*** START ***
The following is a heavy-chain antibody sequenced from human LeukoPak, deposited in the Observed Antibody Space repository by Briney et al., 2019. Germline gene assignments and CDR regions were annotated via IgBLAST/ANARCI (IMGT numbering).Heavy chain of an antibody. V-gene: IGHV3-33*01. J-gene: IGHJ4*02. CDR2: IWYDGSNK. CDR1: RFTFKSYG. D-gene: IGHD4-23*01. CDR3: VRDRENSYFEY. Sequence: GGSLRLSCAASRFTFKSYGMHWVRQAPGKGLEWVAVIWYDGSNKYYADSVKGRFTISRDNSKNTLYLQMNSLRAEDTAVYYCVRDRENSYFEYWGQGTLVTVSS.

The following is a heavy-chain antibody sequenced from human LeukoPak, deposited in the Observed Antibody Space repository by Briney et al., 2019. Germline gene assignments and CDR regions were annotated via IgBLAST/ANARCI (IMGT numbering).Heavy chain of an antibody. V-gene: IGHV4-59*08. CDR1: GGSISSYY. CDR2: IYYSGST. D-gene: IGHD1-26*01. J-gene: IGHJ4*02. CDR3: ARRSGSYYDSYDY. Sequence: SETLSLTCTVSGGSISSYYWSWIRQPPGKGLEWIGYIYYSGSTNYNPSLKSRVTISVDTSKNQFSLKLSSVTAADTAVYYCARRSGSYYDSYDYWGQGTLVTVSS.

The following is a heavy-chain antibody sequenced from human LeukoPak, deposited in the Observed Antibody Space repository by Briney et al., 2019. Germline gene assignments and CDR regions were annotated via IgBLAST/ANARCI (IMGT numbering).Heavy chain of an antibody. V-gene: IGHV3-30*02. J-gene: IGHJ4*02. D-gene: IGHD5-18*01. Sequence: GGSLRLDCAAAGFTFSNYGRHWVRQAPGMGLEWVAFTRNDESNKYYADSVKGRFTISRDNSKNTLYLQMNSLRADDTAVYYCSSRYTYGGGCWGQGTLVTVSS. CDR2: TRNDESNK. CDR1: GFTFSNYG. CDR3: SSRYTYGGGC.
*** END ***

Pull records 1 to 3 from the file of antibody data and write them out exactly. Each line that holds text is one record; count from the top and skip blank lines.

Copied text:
The following is a heavy-chain antibody sequenced from human LeukoPak, deposited in the Observed Antibody Space repository by Briney et al., 2019. Germline gene assignments and CDR regions were annotated via IgBLAST/ANARCI (IMGT numbering).Heavy chain of an antibody. V-gene: IGHV3-33*01. J-gene: IGHJ4*02. CDR2: IWYDGSNK. CDR1: RFTFKSYG. D-gene: IGHD4-23*01. CDR3: VRDRENSYFEY. Sequence: GGSLRLSCAASRFTFKSYGMHWVRQAPGKGLEWVAVIWYDGSNKYYADSVKGRFTISRDNSKNTLYLQMNSLRAEDTAVYYCVRDRENSYFEYWGQGTLVTVSS.

The following is a heavy-chain antibody sequenced from human LeukoPak, deposited in the Observed Antibody Space repository by Briney et al., 2019. Germline gene assignments and CDR regions were annotated via IgBLAST/ANARCI (IMGT numbering).Heavy chain of an antibody. V-gene: IGHV4-59*08. CDR1: GGSISSYY. CDR2: IYYSGST. D-gene: IGHD1-26*01. J-gene: IGHJ4*02. CDR3: ARRSGSYYDSYDY. Sequence: SETLSLTCTVSGGSISSYYWSWIRQPPGKGLEWIGYIYYSGSTNYNPSLKSRVTISVDTSKNQFSLKLSSVTAADTAVYYCARRSGSYYDSYDYWGQGTLVTVSS.

The following is a heavy-chain antibody sequenced from human LeukoPak, deposited in the Observed Antibody Space repository by Briney et al., 2019. Germline gene assignments and CDR regions were annotated via IgBLAST/ANARCI (IMGT numbering).Heavy chain of an antibody. V-gene: IGHV3-30*02. J-gene: IGHJ4*02. D-gene: IGHD5-18*01. Sequence: GGSLRLDCAAAGFTFSNYGRHWVRQAPGMGLEWVAFTRNDESNKYYADSVKGRFTISRDNSKNTLYLQMNSLRADDTAVYYCSSRYTYGGGCWGQGTLVTVSS. CDR2: TRNDESNK. CDR1: GFTFSNYG. CDR3: SSRYTYGGGC.